|Camp Jr, Carl|
Submitted to: International Soil Tillage Research Organization Proceedings
Publication Type: Proceedings
Publication Acceptance Date: April 12, 2000
Publication Date: N/A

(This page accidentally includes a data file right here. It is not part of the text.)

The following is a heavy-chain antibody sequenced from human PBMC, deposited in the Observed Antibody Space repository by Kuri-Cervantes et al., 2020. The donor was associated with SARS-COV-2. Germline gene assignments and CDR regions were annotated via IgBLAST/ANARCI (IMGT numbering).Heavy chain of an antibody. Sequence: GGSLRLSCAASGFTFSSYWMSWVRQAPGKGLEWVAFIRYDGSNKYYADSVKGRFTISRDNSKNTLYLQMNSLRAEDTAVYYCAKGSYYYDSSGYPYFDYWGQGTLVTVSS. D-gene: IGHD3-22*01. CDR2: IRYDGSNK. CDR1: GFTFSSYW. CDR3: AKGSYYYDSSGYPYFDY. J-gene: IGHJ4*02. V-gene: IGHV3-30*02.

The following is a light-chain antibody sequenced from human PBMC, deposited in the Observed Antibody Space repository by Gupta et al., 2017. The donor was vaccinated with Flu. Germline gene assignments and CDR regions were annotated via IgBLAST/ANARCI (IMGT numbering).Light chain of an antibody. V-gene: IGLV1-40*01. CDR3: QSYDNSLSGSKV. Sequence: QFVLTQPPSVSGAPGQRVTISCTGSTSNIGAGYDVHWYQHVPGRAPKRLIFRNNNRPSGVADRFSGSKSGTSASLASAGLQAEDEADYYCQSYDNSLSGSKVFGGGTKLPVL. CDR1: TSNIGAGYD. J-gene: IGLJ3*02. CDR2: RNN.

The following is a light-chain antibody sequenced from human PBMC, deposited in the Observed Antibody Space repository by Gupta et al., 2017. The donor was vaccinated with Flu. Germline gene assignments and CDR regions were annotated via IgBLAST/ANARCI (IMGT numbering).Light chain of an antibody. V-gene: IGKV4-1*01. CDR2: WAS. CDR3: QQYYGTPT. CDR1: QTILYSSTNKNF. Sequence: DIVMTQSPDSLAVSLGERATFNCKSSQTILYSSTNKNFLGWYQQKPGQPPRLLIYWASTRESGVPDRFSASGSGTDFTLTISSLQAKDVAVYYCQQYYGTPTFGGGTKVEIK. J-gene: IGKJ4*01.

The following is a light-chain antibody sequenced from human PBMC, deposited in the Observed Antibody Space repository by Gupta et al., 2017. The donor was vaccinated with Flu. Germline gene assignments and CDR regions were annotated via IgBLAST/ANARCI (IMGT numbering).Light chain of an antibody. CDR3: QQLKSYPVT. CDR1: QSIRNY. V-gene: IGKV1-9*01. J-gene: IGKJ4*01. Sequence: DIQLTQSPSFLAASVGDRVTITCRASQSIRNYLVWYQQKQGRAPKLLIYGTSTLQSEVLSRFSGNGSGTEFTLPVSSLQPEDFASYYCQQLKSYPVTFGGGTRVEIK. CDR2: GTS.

Technical Abstract: In a previous study, soil compaction limited cotton (Gossypium hirsutum) growth when production included no-tillage and irrigation with subsurface drip laterals on a loamy sand (Aquic Hapludult). To alleviate compaction and provide a suitable rooting environment, we evaluated two conservation tillage tools that disrupted the soil above the subsurface irrigation laterals. Subsurface laterals were placed either under every row or under alternate mid rows, both buried to a 30-cm depth. Tillage treatments, for each lateral placement, included no-tillage, 20-cm-deep strip tillage with an in-row subsoil shank, and 15-cm-deep broadcast shallow tillage with a stubble-mulch implement. Non-irrigated treatments included no-tillage and 30-cm-deep in-row subsoiling. Soil cone index measurements revealed that tillage tools loosened the soil but compacted zones remained above buried laterals. Loosening the soil did not improve yields. Irrigation improved yield because both 1998 and 1999 were dry years. Deeper loosening is desirable but this may increase the potential of damaging buried laterals.